A car bomb exploded in a Baghdad (search) residential neighborhood near the international airport Tuesday, killing three people, including a 3-year-old girl, and wounding six other Iraqis, said Maj. Phil Smith, a U.S. military spokesman.

U.S. troops sealed off the area after the late afternoon explosion, but neither American nor Iraqi security forces were in the area at the time of the blast, witnesses said. Three cars were burned and several shops were damaged in the Amiriya neighborhood.

On Monday, a mortar attack in Baghdad and two assaults on U.S. forces northeast of the capital killed one soldier and wounded nine others, the military said, as militants showed no sign of easing their attacks ahead of next week's transfer of sovereignty.

The recent abductions and attacks appear aimed at undermining the interim Iraqi government set to take power June 30, when the U.S.-led occupation formally ends.

Coalition spokesman Dan Senor said that by week's end, all Iraqi government ministries would be under full Iraqi control.

Iran said Tuesday it plans to prosecute eight British navy sailors serving in Iraq on charges of entering Iranian waters, Iran's state-run television said Tuesday.

The eight were detained in the Shatt-al-Arab waterway on Monday as they were delivering a patrol boat for the new Iraqi Riverine Patrol Service. The waterway runs along the border between Iran and Iraq.

In London, the British government summoned the Iranian ambassador Tuesday and demanded their release. British officials said they were very concerned the sailors had been shown on Iranian TV in blindfolds.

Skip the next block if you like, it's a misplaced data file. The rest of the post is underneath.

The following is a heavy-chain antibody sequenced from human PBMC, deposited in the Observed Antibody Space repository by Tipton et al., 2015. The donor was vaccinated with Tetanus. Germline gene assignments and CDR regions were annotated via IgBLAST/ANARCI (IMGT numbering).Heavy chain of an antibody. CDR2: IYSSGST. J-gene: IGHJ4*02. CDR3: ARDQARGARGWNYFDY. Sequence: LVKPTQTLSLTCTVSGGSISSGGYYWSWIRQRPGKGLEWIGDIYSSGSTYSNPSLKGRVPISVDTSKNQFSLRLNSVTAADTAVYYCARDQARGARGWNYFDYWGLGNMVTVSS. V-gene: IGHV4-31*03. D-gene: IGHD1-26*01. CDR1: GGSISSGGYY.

Elsewhere, five Iraqi contractors were killed Monday in an ambush on their three-vehicle convoy 30 miles south of Mosul. The U.S. command said two others were wounded.

U.S. authorities Tuesday released three busloads of prisoners from the notorious Abu Ghraib (search) detention center, bringing the total number set free in the last two months to more than 2,000. The prison is at the center of a scandal over abuse of inmates by U.S. troops.

A military judge Tuesday refused to dismiss charges against Staff Sgt. Ivan L. "Chip" Frederick II, one of seven American soldiers accused in the Abu Ghraib prison scandal. Frederick had asked for a new Article 32 hearing (search), the military equivalent of a grand jury session.

Accepting Frederick's motion would have been tantamount to dismissing the original charges.

Frederick, of Buckingham, Va., was among three defendants who appeared in court Monday for pretrial hearings, in which the military judge, Col. James Pohl, agreed to let defense attorneys question top U.S. generals in the case.

Pohl also declared the prison a crime scene which must not be destroyed as President Bush had offered.

Pohl rescheduled the hearing for Frederick until next month because his civilian lawyer, Gary Myers, did not show up. But later, Frederick decided he wanted the hearing to be held Tuesday as was his right.

The U.S. Army also scheduled the military equivalent of a grand jury hearing for Spc. Sabrina Harman, the U.S. command said Tuesday. The session, known as an Article 32 hearing, will determine if she will face court-martial. The session will be held Thursday, said a military spokeswoman, Lt. Beatriz Yarrish.

Harman, of Lorton, Va., is a member of the 372nd Military Police Company, a reserve unit from Maryland. She was seen in photographs smiling over a pile of naked prisoners.